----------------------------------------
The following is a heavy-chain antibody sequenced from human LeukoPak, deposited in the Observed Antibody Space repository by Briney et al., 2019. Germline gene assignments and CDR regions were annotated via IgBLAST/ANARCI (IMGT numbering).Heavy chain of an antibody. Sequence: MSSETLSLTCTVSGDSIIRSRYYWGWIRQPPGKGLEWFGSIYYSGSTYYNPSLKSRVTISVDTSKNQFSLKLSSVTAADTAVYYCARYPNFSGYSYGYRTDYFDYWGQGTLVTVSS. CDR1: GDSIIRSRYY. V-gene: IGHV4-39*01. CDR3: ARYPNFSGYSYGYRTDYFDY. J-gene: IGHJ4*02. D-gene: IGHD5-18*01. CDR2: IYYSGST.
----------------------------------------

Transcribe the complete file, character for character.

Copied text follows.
The following is a heavy-chain antibody sequenced from human LeukoPak, deposited in the Observed Antibody Space repository by Briney et al., 2019. Germline gene assignments and CDR regions were annotated via IgBLAST/ANARCI (IMGT numbering).Heavy chain of an antibody. Sequence: MSSETLSLTCTVSGDSIIRSRYYWGWIRQPPGKGLEWFGSIYYSGSTYYNPSLKSRVTISVDTSKNQFSLKLSSVTAADTAVYYCARYPNFSGYSYGYRTDYFDYWGQGTLVTVSS. CDR1: GDSIIRSRYY. V-gene: IGHV4-39*01. CDR3: ARYPNFSGYSYGYRTDYFDY. J-gene: IGHJ4*02. D-gene: IGHD5-18*01. CDR2: IYYSGST.